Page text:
Less Training Time, Less Fatigue, no Improvement in Patiuent Safety

Interns, now called first year residents, can only work sixteen hours at a time. No overnights. No fatigue, or so goes the reasoning. Oh, and, just as when these ACGME folks installed an 80 hour work week, there is no research, no scientific data to support the ACGME’s most recent work hour restriction position. Of course, no one wants to work while fatigued. But, if you are going to be a resposive, dedicated doctor you’re going to have to rise to the bell when folks get sick. We are training against this altruistic principle.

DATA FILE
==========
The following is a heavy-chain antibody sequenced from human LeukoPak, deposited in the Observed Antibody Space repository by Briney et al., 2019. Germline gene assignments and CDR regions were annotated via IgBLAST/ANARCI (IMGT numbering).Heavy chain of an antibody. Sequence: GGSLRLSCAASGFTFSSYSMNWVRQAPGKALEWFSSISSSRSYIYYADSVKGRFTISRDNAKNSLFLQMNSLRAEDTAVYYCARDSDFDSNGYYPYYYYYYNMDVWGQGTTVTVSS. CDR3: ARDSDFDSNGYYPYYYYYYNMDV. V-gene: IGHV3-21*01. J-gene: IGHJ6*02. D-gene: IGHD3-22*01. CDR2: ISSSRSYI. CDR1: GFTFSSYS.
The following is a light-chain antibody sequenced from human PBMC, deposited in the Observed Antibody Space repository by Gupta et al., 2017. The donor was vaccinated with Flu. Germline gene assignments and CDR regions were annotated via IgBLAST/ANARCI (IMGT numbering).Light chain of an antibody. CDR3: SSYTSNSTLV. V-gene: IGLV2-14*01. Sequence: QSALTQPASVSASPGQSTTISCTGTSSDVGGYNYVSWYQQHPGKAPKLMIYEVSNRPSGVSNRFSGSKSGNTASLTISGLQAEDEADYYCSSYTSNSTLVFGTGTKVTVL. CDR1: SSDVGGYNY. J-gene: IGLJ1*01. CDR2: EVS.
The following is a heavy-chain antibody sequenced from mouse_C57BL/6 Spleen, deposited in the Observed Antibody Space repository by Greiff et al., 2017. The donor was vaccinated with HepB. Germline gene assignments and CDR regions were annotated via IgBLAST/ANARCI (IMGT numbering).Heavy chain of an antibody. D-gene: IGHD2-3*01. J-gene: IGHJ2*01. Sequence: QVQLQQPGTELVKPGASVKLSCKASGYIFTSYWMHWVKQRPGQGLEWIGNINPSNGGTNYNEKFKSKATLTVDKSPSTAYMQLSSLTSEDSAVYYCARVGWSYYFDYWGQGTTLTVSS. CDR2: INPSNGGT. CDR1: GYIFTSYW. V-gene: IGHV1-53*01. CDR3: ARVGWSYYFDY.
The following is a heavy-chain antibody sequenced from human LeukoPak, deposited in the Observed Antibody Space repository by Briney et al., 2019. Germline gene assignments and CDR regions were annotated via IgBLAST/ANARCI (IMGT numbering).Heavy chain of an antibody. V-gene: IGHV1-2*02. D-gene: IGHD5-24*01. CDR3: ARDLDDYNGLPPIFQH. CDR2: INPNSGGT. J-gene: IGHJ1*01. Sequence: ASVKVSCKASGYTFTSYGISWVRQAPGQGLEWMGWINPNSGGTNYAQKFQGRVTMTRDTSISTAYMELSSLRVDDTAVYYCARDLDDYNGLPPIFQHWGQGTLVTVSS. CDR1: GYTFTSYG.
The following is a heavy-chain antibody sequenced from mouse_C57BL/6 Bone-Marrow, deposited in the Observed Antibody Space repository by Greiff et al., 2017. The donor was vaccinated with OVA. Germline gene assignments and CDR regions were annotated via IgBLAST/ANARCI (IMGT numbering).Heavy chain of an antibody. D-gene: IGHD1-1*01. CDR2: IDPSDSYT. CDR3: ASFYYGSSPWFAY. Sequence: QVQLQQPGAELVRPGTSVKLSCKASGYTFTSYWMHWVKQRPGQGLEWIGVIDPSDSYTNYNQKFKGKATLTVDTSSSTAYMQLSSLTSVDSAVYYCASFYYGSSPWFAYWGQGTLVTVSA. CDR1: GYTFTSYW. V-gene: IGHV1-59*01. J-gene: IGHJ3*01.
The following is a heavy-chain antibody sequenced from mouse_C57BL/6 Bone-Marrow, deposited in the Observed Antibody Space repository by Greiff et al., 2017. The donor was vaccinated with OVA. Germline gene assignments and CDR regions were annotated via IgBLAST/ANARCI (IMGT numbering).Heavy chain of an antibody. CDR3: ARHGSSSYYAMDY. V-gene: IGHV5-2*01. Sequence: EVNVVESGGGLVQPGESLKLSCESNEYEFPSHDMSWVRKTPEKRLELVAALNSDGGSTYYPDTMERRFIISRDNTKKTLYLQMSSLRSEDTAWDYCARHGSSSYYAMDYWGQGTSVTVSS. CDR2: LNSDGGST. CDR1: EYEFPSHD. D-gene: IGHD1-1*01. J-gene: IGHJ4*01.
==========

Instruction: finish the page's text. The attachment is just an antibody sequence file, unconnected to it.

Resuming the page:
You have no idea how this 16 hour restriction messes up other residents who have to work harder along with the attending physicians and surgeons. In a recent study, a majority of teachers and trainees felt that patient safety was no better, learning opportunities were worse, and overall contentment with post-graduate training was worse. Surgical residents are disgusted with the restrictions as they miss casses and other learning opportunities. No one has definitively proven that work hour restrictions designed to improve patient safety have accomplished anything at all.

So, why do we persist in following these rules. Because the ACGME is fossilized and inflexible. No one benefits from fearing fatigue except the worst doctors, the ones who don’t want to work all that hard in the first place. Our new docs are being trained with the idea that their lifestyle is more important than your heart attack or ruptured bowel.

Heaven help us all!